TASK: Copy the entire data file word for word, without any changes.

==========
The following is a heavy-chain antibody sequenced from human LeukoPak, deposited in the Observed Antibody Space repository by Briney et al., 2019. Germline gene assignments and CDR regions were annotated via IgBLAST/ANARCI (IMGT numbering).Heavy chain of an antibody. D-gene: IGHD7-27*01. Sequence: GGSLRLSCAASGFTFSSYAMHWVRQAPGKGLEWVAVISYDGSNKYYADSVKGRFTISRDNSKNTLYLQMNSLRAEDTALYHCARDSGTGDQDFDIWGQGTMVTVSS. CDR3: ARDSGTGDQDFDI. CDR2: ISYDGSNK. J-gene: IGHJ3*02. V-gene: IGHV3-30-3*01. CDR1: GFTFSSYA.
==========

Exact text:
The following is a heavy-chain antibody sequenced from human LeukoPak, deposited in the Observed Antibody Space repository by Briney et al., 2019. Germline gene assignments and CDR regions were annotated via IgBLAST/ANARCI (IMGT numbering).Heavy chain of an antibody. D-gene: IGHD7-27*01. Sequence: GGSLRLSCAASGFTFSSYAMHWVRQAPGKGLEWVAVISYDGSNKYYADSVKGRFTISRDNSKNTLYLQMNSLRAEDTALYHCARDSGTGDQDFDIWGQGTMVTVSS. CDR3: ARDSGTGDQDFDI. CDR2: ISYDGSNK. J-gene: IGHJ3*02. V-gene: IGHV3-30-3*01. CDR1: GFTFSSYA.